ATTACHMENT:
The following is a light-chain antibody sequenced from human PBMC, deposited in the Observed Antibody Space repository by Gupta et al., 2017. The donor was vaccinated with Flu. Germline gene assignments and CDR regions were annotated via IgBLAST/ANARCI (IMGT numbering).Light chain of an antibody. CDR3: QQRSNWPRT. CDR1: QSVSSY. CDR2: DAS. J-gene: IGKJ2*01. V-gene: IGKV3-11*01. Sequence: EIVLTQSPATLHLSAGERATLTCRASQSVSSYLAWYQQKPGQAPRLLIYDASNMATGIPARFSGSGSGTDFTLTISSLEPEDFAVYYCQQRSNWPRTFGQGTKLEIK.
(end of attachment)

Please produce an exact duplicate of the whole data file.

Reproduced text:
The following is a light-chain antibody sequenced from human PBMC, deposited in the Observed Antibody Space repository by Gupta et al., 2017. The donor was vaccinated with Flu. Germline gene assignments and CDR regions were annotated via IgBLAST/ANARCI (IMGT numbering).Light chain of an antibody. CDR3: QQRSNWPRT. CDR1: QSVSSY. CDR2: DAS. J-gene: IGKJ2*01. V-gene: IGKV3-11*01. Sequence: EIVLTQSPATLHLSAGERATLTCRASQSVSSYLAWYQQKPGQAPRLLIYDASNMATGIPARFSGSGSGTDFTLTISSLEPEDFAVYYCQQRSNWPRTFGQGTKLEIK.